David’s courage and serenity derive from his valuing his connection with God above all else. For that connection is something which enemies, who could take everything else away from him, could not even touch. He might lose his power, prosperity, success, loved ones, or many of his joys, but he cannot lose his deepest joy and consolation.

David fears little because he loves much.

Three days ago, Jeff and I, along with a group of pastors at the Serra Retreat Center, heard Craig Barnes, the president of Princeton Seminary, tell a story that I had heard him tell a decade before, only this time it got me thinking of a different point than the one he had in mind. He told of a conversation he had with a young couple during their premarital counseling. They were only a few weeks from the wedding, and were putting the finishing touches on the service, when the man suddenly blurted out, “I am so scared of this!”

He suddenly had his fiancée’s undivided attention. Seeing the look on her face, he quickly explained that he wanted to marry her, but was terrified of losing her after they were sharing their lives together. He added, “When my mother died, the grief was just overwhelming, and I love you even more. I just don’t know how I could ever survive if something happened to you once you were my wife.” Then he looked with pleading eyes to Craig for some kind of comfort.

But Craig said he had to give it to him straight. He said something along these lines: “The hard truth is that 100% of marriages come to an end, either through divorce or through death. The best scenario you can hope for in marriage is that the two of you will spend decades together in shared happiness and mutually supportive intimacy – and then, unless you are very unusual and both die at the same time, one of you will bury the other – and it will be the hardest things you’ve ever gone through. If you are the survivor, you will be more in love with her then than now, and the loss of her will devastate you all the more because of it. She will have become so much a part of you, that you will no longer know who you are apart from her, and you will not know what to do with yourself without her. You will feel as if you are the one who is lost – and you may even wish you were.”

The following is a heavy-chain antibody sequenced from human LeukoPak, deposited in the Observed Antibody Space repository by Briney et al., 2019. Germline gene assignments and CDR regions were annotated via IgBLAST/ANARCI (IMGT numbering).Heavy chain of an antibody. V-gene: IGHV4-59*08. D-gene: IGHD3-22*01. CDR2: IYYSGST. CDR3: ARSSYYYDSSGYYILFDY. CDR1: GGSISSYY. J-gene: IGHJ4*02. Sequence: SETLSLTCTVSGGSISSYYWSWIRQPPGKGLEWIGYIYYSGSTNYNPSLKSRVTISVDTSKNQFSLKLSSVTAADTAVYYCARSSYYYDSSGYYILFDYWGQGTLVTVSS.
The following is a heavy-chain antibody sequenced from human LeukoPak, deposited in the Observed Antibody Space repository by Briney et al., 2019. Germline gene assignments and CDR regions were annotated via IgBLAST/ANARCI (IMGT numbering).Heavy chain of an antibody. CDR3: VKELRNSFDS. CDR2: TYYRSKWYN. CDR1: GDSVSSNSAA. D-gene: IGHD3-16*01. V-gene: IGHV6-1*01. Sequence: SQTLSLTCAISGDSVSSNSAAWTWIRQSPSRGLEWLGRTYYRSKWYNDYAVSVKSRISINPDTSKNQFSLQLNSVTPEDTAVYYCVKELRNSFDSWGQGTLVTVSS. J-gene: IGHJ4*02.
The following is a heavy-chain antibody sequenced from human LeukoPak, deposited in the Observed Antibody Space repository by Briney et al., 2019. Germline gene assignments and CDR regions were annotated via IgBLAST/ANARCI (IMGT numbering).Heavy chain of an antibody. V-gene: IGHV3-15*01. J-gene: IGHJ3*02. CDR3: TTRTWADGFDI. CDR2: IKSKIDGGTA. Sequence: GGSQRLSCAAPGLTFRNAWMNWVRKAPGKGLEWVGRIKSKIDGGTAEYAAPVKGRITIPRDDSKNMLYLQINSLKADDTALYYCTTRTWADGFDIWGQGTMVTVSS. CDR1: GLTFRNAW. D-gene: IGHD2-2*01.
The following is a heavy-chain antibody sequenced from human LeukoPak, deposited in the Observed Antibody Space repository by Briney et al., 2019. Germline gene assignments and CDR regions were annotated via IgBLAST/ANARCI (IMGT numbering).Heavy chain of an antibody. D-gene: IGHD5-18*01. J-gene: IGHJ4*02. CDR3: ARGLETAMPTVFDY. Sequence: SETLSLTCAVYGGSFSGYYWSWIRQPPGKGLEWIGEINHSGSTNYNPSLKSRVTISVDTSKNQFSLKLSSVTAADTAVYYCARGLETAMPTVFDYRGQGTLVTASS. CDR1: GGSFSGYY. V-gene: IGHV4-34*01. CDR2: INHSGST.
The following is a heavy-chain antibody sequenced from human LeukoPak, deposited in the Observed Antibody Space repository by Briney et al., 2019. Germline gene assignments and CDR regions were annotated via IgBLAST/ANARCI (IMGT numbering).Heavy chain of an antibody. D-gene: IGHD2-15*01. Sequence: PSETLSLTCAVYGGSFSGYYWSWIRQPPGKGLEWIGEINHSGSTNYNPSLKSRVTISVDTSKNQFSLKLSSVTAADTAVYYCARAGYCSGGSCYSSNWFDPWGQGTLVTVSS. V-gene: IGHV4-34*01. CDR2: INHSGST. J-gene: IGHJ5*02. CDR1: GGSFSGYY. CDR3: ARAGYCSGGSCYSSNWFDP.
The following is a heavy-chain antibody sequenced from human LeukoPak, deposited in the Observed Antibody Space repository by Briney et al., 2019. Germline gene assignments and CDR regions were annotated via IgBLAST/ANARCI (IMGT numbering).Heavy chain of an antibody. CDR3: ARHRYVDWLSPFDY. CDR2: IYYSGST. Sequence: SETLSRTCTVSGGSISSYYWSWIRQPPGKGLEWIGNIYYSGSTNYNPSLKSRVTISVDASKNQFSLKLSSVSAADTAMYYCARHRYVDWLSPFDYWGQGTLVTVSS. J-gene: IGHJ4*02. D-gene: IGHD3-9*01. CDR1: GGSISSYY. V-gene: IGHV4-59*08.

Though Craig moved on to make another point, I started to think of a point I’d like to make with some other people who are similarly intimidated by the risks of life. I started imagining myself in conversation with one particular young man and challenging him to “man up” and to love his beloved courageously.
I imagined saying to him, “How much do you love her? Do you love her enough to risk her going first? Do you love her enough to hope she goes first, so that she might be spared the pain of being the one left widowed?

“Love defies fear. Love refuses to shrink from the prospect of pain and loss in loving your beloved well.
“Love is not blind. With a clear eye, it sees the real dangers; but with an equally clear eye, it sees what really matters. Love so values the well-being of the beloved that it is not too scared to pay any price to insure it.”

Loving God with everything we’ve got and others as ourselves is what matters most of all. If our values are right, we will be serene and courageous before the risks of living life well. Let us pray.